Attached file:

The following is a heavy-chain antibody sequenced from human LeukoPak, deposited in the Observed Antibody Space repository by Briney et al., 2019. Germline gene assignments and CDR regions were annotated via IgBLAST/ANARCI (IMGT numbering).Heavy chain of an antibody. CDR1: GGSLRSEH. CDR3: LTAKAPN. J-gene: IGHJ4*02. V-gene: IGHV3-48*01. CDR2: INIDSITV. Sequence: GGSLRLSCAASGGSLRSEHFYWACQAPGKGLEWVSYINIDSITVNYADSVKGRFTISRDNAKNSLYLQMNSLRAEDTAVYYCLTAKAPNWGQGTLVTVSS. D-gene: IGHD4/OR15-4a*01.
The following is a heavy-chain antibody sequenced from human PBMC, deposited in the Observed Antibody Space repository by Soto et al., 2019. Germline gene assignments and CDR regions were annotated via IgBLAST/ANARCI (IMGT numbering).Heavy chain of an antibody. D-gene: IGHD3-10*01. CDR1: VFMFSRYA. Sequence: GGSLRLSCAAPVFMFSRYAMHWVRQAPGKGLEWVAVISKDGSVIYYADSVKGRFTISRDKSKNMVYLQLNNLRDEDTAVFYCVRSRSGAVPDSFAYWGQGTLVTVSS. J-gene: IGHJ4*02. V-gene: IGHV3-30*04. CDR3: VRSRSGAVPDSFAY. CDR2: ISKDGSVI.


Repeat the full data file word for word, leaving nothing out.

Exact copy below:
The following is a heavy-chain antibody sequenced from human LeukoPak, deposited in the Observed Antibody Space repository by Briney et al., 2019. Germline gene assignments and CDR regions were annotated via IgBLAST/ANARCI (IMGT numbering).Heavy chain of an antibody. CDR1: GGSLRSEH. CDR3: LTAKAPN. J-gene: IGHJ4*02. V-gene: IGHV3-48*01. CDR2: INIDSITV. Sequence: GGSLRLSCAASGGSLRSEHFYWACQAPGKGLEWVSYINIDSITVNYADSVKGRFTISRDNAKNSLYLQMNSLRAEDTAVYYCLTAKAPNWGQGTLVTVSS. D-gene: IGHD4/OR15-4a*01.
The following is a heavy-chain antibody sequenced from human PBMC, deposited in the Observed Antibody Space repository by Soto et al., 2019. Germline gene assignments and CDR regions were annotated via IgBLAST/ANARCI (IMGT numbering).Heavy chain of an antibody. D-gene: IGHD3-10*01. CDR1: VFMFSRYA. Sequence: GGSLRLSCAAPVFMFSRYAMHWVRQAPGKGLEWVAVISKDGSVIYYADSVKGRFTISRDKSKNMVYLQLNNLRDEDTAVFYCVRSRSGAVPDSFAYWGQGTLVTVSS. J-gene: IGHJ4*02. V-gene: IGHV3-30*04. CDR3: VRSRSGAVPDSFAY. CDR2: ISKDGSVI.